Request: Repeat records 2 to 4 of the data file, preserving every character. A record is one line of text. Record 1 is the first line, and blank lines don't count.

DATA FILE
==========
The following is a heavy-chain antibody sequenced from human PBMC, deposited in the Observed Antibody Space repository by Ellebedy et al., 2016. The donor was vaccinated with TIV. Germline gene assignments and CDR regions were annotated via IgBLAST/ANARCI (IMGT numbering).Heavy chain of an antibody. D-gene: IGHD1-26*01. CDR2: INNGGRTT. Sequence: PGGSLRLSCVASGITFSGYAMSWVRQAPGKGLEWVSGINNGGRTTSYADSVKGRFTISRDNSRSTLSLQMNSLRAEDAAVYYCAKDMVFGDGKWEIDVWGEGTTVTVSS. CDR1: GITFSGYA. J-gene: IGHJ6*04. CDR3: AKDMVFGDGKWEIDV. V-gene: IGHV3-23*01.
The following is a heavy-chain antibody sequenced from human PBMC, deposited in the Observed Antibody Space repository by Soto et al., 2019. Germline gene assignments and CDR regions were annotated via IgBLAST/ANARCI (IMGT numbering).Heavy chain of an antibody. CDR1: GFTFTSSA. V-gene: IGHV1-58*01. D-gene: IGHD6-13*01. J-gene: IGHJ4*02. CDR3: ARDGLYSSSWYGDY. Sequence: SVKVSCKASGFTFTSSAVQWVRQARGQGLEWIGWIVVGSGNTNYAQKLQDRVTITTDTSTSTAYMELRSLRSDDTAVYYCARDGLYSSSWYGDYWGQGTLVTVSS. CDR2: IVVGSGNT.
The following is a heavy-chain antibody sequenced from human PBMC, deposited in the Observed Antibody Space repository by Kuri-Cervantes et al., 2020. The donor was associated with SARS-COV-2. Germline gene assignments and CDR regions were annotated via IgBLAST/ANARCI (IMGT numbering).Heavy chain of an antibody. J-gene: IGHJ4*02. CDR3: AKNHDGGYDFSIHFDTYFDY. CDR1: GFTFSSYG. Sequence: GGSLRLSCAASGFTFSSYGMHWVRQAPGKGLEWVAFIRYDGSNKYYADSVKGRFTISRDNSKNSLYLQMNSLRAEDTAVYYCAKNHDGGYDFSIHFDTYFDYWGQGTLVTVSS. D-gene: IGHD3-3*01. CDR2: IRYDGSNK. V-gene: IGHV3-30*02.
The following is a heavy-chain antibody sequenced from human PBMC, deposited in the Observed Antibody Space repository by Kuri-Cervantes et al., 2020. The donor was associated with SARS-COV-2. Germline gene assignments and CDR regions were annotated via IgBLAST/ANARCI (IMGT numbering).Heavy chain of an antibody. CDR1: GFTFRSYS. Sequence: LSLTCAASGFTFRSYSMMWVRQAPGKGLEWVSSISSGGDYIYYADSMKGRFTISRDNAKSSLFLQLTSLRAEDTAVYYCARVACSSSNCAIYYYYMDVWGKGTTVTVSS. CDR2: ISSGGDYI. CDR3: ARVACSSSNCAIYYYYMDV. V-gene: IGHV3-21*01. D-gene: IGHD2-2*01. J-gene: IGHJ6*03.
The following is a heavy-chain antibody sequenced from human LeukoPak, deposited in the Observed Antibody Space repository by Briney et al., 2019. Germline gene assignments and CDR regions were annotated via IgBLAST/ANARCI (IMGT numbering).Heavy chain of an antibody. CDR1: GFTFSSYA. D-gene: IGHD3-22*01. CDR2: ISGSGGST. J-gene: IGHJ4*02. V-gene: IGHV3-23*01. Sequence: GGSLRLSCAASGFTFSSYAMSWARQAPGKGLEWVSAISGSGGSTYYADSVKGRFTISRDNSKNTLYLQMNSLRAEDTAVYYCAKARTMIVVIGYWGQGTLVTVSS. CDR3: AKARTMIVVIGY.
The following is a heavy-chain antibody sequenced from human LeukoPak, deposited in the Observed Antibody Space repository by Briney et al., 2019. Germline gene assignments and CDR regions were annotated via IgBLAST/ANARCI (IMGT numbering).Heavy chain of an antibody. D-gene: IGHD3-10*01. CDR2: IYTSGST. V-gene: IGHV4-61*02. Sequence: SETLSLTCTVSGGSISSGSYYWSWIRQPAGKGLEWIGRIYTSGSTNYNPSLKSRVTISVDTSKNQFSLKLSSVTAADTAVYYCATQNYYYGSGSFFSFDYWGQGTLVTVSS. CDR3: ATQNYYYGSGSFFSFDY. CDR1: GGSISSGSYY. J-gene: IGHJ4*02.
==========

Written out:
The following is a heavy-chain antibody sequenced from human PBMC, deposited in the Observed Antibody Space repository by Soto et al., 2019. Germline gene assignments and CDR regions were annotated via IgBLAST/ANARCI (IMGT numbering).Heavy chain of an antibody. CDR1: GFTFTSSA. V-gene: IGHV1-58*01. D-gene: IGHD6-13*01. J-gene: IGHJ4*02. CDR3: ARDGLYSSSWYGDY. Sequence: SVKVSCKASGFTFTSSAVQWVRQARGQGLEWIGWIVVGSGNTNYAQKLQDRVTITTDTSTSTAYMELRSLRSDDTAVYYCARDGLYSSSWYGDYWGQGTLVTVSS. CDR2: IVVGSGNT.
The following is a heavy-chain antibody sequenced from human PBMC, deposited in the Observed Antibody Space repository by Kuri-Cervantes et al., 2020. The donor was associated with SARS-COV-2. Germline gene assignments and CDR regions were annotated via IgBLAST/ANARCI (IMGT numbering).Heavy chain of an antibody. J-gene: IGHJ4*02. CDR3: AKNHDGGYDFSIHFDTYFDY. CDR1: GFTFSSYG. Sequence: GGSLRLSCAASGFTFSSYGMHWVRQAPGKGLEWVAFIRYDGSNKYYADSVKGRFTISRDNSKNSLYLQMNSLRAEDTAVYYCAKNHDGGYDFSIHFDTYFDYWGQGTLVTVSS. D-gene: IGHD3-3*01. CDR2: IRYDGSNK. V-gene: IGHV3-30*02.
The following is a heavy-chain antibody sequenced from human PBMC, deposited in the Observed Antibody Space repository by Kuri-Cervantes et al., 2020. The donor was associated with SARS-COV-2. Germline gene assignments and CDR regions were annotated via IgBLAST/ANARCI (IMGT numbering).Heavy chain of an antibody. CDR1: GFTFRSYS. Sequence: LSLTCAASGFTFRSYSMMWVRQAPGKGLEWVSSISSGGDYIYYADSMKGRFTISRDNAKSSLFLQLTSLRAEDTAVYYCARVACSSSNCAIYYYYMDVWGKGTTVTVSS. CDR2: ISSGGDYI. CDR3: ARVACSSSNCAIYYYYMDV. V-gene: IGHV3-21*01. D-gene: IGHD2-2*01. J-gene: IGHJ6*03.